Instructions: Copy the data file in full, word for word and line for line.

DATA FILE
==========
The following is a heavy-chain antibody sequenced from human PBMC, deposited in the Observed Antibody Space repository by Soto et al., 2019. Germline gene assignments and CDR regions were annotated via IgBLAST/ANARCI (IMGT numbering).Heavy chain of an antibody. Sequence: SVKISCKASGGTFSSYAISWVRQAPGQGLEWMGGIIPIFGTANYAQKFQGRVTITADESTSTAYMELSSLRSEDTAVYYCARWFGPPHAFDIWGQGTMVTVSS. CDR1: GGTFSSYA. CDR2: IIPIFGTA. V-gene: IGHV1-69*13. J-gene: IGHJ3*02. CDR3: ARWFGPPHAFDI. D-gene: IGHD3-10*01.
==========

The following is a heavy-chain antibody sequenced from human PBMC, deposited in the Observed Antibody Space repository by Soto et al., 2019. Germline gene assignments and CDR regions were annotated via IgBLAST/ANARCI (IMGT numbering).Heavy chain of an antibody. Sequence: SVKISCKASGGTFSSYAISWVRQAPGQGLEWMGGIIPIFGTANYAQKFQGRVTITADESTSTAYMELSSLRSEDTAVYYCARWFGPPHAFDIWGQGTMVTVSS. CDR1: GGTFSSYA. CDR2: IIPIFGTA. V-gene: IGHV1-69*13. J-gene: IGHJ3*02. CDR3: ARWFGPPHAFDI. D-gene: IGHD3-10*01.